Some Missouri S&T undergraduates hope to squash the nerd stereotype commonly associated with computer
science by getting elementary school kids – especially girls – interested in the field. They’re doing so by developing fun recruitment software called Computer Science Recruitment for the 21st Century, or CSRecruit21.
The key is to target them while they are young, says Daniel Tauritz, assistant professor of computer science. “We want to reach them before their minds are made up, and make sure they enroll in the elective math and science courses in middle school and high school that will prepare them for a career in computer science.”
With the percentage of female students entering computer science on the decline nationally since the 1970s, it’s especially important to present computing’s impact on society. According to Tauritz, research has shown that women favor socially relevant vocations, such as medical careers, where they have a direct impact on people and society. CSRecruit21’s software shows in a variety of ways how careers in computer science help people by providing real examples of ways Missouri S&T computer science graduates impact society.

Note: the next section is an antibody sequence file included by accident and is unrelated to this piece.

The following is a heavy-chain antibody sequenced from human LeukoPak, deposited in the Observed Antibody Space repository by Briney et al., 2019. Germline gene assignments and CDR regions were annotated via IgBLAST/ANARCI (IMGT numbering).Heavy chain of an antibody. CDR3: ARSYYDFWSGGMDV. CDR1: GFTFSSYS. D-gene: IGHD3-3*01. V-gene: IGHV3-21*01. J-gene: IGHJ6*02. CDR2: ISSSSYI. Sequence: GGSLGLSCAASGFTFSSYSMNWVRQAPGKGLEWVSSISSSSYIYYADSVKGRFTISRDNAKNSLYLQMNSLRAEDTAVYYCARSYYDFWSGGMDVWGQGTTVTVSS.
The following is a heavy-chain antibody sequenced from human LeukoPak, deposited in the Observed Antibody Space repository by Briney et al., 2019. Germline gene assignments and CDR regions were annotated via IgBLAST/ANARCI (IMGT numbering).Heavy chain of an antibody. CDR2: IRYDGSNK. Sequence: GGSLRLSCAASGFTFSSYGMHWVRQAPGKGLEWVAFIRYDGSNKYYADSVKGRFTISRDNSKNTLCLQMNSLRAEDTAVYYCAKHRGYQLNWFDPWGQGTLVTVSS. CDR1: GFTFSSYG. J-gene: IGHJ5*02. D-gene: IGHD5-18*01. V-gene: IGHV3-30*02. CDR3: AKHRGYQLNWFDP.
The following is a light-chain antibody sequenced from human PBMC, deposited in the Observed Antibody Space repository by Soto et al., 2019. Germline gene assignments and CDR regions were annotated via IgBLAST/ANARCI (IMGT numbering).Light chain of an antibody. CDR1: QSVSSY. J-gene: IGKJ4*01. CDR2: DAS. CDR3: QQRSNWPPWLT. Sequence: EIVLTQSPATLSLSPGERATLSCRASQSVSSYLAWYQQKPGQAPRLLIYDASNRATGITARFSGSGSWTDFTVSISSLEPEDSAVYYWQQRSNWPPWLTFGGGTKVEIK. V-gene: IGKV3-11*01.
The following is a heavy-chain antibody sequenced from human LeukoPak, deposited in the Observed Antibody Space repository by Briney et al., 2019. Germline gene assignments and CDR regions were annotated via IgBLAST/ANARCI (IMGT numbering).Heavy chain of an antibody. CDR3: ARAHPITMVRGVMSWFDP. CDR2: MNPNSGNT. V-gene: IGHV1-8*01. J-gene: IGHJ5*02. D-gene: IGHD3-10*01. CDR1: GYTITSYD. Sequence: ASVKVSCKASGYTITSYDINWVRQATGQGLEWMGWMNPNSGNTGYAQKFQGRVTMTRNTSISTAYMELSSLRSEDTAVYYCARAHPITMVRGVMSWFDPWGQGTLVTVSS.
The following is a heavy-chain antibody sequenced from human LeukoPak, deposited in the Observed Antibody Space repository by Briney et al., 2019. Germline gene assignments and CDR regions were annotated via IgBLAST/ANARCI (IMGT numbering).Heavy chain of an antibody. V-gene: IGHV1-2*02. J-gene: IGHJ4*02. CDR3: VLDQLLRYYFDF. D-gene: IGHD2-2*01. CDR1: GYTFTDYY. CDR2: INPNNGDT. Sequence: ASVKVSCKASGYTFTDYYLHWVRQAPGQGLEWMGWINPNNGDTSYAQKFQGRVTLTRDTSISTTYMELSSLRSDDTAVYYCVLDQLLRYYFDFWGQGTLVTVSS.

Missouri S&T computer science majors Jasmine (Bowles) Glaese, of Leasburg, Mo., and Lisa Guntly and Jessica Williams, both of St. Louis, are the second group of female students to work on the project. Kristen Loesch, CSci’07, and Laura Woodward, CSci’07, started CSRecruit21 in August 2006.
Glaese, Guntly and Williams are fine-tuning the software and adding new games. The software offers students a variety of activities to choose from, such as a memory game, a board game and a maze. All of the activities are interwoven with information and questions about computer science. The software is targeted at children in the third through sixth grades.
Another group of computer science undergraduates will take over the project this fall, Tauritz says. Eventually, a version of the software will be available for download online.